International franchising is fast becoming one of the most popular entry mode strategies for companies to break into new markets. Franchising allows a company to leverage the local market knowledge of its franchisees as it expands into new geographic areas. It is a viable, and valuable, way to expand a franchise opportunity beyond the boundaries of the U.S. or the country in which the franchised business is based.
Franchising has had an important impact on the U.S. economy. There are nearly one million franchised establishments operating in the U.S. today, providing over eleven million jobs and contributing $278.6 billion in payroll1. Within many parts of the world there has been an increased demand for U.S. products and services. There are therefore huge growth opportunities for U.S. franchises in international markets. For this reason many franchisors are looking outside the U.S. for their expansion plans.
Reasons for international expansion
There are many reasons for a franchise business to consider international expansion; the home market is saturated; gaining economies of scale; increasing sales; or filling a gap in an international market with the franchisor’s product or service. For some franchisors, international expansion into the bordering countries of Canada and Mexico is seen as a natural development of the franchise, comparable to launching on the far side of the United States.
According to the International Survey by HSBC’s Commercial Banking division, mid-sized and large capital U.S. companies are increasingly pinning their growth plans on markets overseas even as the U.S. economic recovery takes hold2.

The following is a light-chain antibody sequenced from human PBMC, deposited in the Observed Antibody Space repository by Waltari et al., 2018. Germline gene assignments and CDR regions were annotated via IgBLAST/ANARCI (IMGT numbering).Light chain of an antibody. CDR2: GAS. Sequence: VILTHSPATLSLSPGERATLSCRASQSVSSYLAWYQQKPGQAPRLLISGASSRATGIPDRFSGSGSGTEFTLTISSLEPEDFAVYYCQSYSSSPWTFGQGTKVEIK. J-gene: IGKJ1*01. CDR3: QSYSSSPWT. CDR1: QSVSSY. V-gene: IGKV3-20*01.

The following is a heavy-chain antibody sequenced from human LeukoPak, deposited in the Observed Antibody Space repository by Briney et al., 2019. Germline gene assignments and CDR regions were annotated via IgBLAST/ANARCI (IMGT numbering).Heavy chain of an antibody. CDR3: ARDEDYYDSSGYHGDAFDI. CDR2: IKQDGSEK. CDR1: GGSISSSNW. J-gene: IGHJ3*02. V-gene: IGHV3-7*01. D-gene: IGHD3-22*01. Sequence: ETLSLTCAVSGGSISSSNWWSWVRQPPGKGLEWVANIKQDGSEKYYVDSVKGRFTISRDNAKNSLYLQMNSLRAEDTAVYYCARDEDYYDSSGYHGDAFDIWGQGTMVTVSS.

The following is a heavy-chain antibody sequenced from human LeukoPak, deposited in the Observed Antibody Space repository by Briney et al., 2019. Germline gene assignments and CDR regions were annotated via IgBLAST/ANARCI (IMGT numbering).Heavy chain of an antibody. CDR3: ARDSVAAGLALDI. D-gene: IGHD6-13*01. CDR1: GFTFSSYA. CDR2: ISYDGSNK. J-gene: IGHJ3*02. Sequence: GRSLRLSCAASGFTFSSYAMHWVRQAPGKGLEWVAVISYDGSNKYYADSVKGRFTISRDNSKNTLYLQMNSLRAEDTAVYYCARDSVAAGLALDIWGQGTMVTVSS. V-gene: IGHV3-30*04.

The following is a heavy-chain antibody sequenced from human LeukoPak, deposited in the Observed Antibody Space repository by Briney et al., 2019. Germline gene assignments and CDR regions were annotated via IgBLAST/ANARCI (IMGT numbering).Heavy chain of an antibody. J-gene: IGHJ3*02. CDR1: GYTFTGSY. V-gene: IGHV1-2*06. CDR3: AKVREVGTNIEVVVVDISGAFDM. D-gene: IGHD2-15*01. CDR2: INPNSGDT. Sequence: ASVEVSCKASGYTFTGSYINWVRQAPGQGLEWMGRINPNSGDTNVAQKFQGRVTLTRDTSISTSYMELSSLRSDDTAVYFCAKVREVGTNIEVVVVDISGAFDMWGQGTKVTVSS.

As reported by this survey the number of U.S. executives planning to increase their overseas sales targets rose from 49 percent in 2008 to 56 percent in 2009 and to 72 percent in 2010. Fifty-six percent of the executives polled say their overseas sales are growing faster than domestic sales, a rebound from 52 percent of executives last year though still below the 67 percent level seen in 20083.
Before considering expansion, a franchised business needs to determine if they are truly ready to expand. Strategic advantages of experience, scale economies, product differentiation, capital requirements, and location are important determinants of international franchise expansion and must be considered prior to launching any expansion plan.
Christopher P. Davies, senior executive vice president and head of commercial banking for HSBC - North America, said:
"Despite the perceived risks to expanding internationally, we think that business will become increasingly global. All 10 markets surveyed not only reported that the pace for international growth was faster than their domestic business activity in the past 12 months, but will continue to trend upward in the next two years."4
Attractive international markets